This red is a real enigma. The grapes which go into it can be, depending on your source, “a blend of Bordeaux and Burgundy grapes” (what he told Max Allen six or seven years ago), to 60% white varieties (Chardonnay, Riesling and Sauvignon Blanc) with the other 40% being Merlot and Sangiovese. This latter blend is what most people would go with for the current vintages.

The wine is fruity in a soft brambly way, yet with crunchy acidity. Simple and fresh. There’s very little equipment in the winery and everything goes into wood, or the ceramic eggs. There’s no cooling, nor heating of must, and no intervention (although I understand that a little sulphur has been used for the 2015s). File under “hardcore biodynamic” (Max Allen) and natural. These are wines at the edge, yet very accessible. Alcohol content unknown.

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Pinot Grigio “Fuoripista” 2014, Vigneti delle Dolomiti IGT, Foradori (Trentino, Italy) – Elisabetta Foradori is perhaps better known for her Teroldego and Nosiola, made biodynamically in the Trentino region of Northeast Italy. 2014 is, I believe, the first vintage of her skin contact Pinot Grigio and forms a tiny part of her production (8,000 bottles from perhaps 2 hectares, from a total of 40 hectares), from the alluvial soils of the Campo Rotaliano .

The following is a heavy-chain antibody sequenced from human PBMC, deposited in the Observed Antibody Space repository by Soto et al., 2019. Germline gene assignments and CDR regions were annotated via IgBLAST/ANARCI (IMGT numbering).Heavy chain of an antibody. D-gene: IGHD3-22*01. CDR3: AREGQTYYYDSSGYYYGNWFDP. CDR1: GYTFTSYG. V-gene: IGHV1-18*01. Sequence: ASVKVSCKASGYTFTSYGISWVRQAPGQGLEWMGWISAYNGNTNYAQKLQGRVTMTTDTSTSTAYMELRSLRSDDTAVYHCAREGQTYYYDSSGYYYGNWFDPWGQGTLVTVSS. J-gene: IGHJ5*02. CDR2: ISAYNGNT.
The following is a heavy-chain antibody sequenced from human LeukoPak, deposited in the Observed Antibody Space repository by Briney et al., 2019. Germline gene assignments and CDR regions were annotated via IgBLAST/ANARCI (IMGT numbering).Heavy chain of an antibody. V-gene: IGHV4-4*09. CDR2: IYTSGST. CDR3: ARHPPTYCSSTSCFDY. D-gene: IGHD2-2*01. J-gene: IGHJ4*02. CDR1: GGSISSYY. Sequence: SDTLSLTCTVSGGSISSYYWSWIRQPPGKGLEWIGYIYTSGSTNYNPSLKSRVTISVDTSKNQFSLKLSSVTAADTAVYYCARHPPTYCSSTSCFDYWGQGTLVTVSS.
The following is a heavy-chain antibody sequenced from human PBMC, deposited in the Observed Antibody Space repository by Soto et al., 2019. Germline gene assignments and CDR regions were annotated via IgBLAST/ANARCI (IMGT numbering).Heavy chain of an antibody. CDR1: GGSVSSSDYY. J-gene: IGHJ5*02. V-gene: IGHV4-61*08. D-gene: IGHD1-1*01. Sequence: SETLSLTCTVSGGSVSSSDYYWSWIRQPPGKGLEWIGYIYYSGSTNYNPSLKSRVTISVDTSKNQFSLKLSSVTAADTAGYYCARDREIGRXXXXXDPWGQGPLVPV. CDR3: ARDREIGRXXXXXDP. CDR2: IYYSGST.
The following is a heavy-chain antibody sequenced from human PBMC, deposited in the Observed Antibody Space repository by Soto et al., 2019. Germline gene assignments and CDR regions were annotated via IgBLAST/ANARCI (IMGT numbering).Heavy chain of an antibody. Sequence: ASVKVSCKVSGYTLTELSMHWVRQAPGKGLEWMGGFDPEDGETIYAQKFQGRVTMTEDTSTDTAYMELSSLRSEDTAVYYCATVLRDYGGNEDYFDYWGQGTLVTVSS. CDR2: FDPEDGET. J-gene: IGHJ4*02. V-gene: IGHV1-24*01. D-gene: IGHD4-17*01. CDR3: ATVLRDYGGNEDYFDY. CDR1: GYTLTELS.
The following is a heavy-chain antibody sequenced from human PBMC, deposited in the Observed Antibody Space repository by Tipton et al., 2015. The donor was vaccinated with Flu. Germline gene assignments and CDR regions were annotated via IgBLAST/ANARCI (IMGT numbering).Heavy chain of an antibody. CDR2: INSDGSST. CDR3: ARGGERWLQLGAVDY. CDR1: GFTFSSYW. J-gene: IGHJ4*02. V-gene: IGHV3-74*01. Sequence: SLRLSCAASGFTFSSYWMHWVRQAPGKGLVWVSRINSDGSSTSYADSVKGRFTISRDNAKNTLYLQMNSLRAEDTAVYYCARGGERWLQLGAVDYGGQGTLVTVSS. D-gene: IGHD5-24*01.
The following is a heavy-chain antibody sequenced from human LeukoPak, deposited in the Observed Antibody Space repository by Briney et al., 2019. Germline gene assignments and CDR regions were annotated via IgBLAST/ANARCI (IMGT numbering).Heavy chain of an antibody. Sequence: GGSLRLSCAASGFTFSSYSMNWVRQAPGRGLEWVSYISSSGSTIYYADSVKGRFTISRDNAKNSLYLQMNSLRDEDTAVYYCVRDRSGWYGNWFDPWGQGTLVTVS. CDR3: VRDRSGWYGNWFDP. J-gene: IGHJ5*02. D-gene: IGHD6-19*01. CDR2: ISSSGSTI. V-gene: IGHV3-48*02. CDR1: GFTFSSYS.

The wine is nothing like the Pinot Grigio so ridiculed by so-called wine experts around the world. In fact, it’s not even quite the same as the traditional ramato style for which the region, and northeast Italy generally, is known among more clued-up wine lovers. Pinot Grigio/Gris skins have a pink pigment and light skin maceration produces a “coppery” tinge to these wines, but Elisabetta has given this bottling eight months on skins in amphora (Spanish tinajas, in fact). The bouquet is beautifully scented, the palate textured and mineral/saline. There’s also more colour than a mere ramato shows. It’s a truly lovely wine. It has an ethereal quality, despite being a wine of some presence. My only comment to Elisabetta – for a biodynamic producer who cares and thinks profoundly about nature, how about going a little easier on the heavy bottles to cut your carbon footprint? But keep making wine as great as this. I don’t use that word lightly. (11.5% alcohol).